Certainly, the State has a duty to secure an inmate's personal property. Pollard v State of New York, 173 AD2d 906 (3d Dept 1991). A delivery of property to the bailee, and the latter's failure to return it, satisfies a claimant's burden of establishing a prima facie case of negligence. The bailee is then required to come forward with evidence to "overcome the presumption." Weinberg v D-M Rest. Corp., 60 AD2d 550 (1st Dept 1977). "Where a bailment is created, a showing that the [property was] delivered to the bailee and returned in a damaged condition establishes a prima facie case of negligence and the burden shifts to the bailee to demonstrate that it exercised ordinary care . . . (citation omitted)" Board of Educ. of Ellenville Cent. School v Herb's Dodge Sales & Serv., supra at 1050.

With respect to value, a claimant must satisfy the court of the fair market value of the items in question. Phillips v Catania, 155 AD2d 866 (4th Dept 1989); Schaffner v Pierce, 75 Misc 2d 21 (New York Dist Ct 1973). Receipts are the best evidence of fair market value, although uncontradicted testimony concerning replacement value may also be acceptable.

While initially the Court was persuaded to some degree that materials of some indeterminable kind and amount were lost, and that the defendant had made itself responsible for the property by indicating that it should be "saved" pending the appeal of the second seizure incident alleged in January 2005, upon review of the documents submitted and the testimony it is completely unclear what the claimant lawfully possessed at the time of loss alleged in the claim, and the series of losses he testified to, what was seized and when, what property was to be "saved" pending appeal, what property was packed up upon the claimant's removal to SHU, and what property was lawfully included on his transfer to Clinton.

It is ultimately claimant's burden to establish every element of his claim. He has not established his own possession of the property, delivery, negligence or value. He did not persuasively link, for example, through testimony or other evidence, the items he listed as missing to receipts or package room documents. No receipts or other evidence effectively established that claimant lawfully possessed the property listed in the claim filed here, that it was delivered to the defendant, and then not returned.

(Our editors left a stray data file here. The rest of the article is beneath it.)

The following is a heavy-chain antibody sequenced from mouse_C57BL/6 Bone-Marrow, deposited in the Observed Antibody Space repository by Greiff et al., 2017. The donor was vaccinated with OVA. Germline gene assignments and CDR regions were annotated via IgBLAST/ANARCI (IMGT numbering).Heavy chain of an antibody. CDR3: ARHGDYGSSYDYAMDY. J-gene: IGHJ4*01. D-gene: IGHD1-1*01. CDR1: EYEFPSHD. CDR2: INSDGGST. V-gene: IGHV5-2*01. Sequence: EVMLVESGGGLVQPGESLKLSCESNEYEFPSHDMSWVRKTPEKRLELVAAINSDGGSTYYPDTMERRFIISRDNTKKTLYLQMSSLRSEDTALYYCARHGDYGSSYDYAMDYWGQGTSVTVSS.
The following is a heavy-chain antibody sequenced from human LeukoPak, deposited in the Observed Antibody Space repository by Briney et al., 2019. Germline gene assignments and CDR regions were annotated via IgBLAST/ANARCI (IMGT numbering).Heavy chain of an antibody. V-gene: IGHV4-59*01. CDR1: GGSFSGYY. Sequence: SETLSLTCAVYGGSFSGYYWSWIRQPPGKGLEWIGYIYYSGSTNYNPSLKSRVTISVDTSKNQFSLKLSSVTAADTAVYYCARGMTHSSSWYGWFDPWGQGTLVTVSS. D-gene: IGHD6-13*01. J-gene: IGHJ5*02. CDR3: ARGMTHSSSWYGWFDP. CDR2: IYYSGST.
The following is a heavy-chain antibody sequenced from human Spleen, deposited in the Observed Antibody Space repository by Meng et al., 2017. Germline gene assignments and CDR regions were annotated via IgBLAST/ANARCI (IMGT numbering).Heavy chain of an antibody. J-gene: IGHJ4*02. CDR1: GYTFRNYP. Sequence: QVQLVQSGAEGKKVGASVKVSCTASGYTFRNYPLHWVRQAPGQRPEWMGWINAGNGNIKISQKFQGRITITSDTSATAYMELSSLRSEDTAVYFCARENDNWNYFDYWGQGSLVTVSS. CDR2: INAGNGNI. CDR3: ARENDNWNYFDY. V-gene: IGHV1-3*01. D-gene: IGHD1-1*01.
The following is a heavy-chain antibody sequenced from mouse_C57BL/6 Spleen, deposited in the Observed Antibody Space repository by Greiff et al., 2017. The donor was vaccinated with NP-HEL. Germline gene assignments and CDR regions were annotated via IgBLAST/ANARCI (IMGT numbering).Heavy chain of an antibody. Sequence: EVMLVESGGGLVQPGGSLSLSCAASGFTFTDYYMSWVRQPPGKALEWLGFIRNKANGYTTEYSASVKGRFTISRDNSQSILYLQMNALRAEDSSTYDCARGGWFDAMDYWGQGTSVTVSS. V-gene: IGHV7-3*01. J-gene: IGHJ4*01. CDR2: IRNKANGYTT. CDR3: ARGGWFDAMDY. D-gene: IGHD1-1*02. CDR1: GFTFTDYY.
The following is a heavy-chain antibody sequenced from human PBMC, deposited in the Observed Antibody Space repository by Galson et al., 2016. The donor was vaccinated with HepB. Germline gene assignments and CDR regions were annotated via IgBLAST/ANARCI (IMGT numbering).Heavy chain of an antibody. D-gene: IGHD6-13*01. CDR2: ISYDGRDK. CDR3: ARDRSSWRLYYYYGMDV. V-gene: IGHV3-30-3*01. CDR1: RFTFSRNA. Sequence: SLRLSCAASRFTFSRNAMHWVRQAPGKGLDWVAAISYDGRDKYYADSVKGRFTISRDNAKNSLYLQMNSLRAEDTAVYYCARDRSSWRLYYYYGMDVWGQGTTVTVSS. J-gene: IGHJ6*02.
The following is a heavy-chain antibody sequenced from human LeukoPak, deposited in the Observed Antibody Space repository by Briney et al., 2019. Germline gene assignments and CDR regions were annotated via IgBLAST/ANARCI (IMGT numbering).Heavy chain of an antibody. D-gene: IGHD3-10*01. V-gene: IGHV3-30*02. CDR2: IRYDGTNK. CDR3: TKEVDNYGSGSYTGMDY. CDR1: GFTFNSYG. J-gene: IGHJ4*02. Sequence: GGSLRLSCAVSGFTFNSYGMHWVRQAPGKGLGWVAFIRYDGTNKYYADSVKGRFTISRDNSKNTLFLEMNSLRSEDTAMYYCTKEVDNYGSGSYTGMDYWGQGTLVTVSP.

The Court notes parenthetically that although defendant did not cite to any particular provision concerning what effect property's designation as contraband will have on an inmate's ability to control its destiny, some research indicates that as "contraband" an inmate is not allowed to possess, the inmate may not be entitled to compensation for its destruction in any event because his initial possession is not authorized. See Patterson v State of New York, UID #2000-029-020, Claim No. 94538 (September 26, 2000, Mignano, J); Barrett v State of New York, UID #2000-001-036, Claim No. None, Motion No. M-60959 (June 30, 2000 Read, P.J.).

Accordingly, claimant has failed to establish, by a preponderance of the credible evidence his cause of action in the nature of a bailment. Defendant's motion to dismiss, upon which decision was reserved at trial, is now granted, and Claim Number 112289 is in all respects dismissed.

Let judgment be entered accordingly.

January 22, 2010

White Plains, New York


Judge of the Court of Claims

1. Quotations are to trial notes or audio recordings unless otherwise indicated.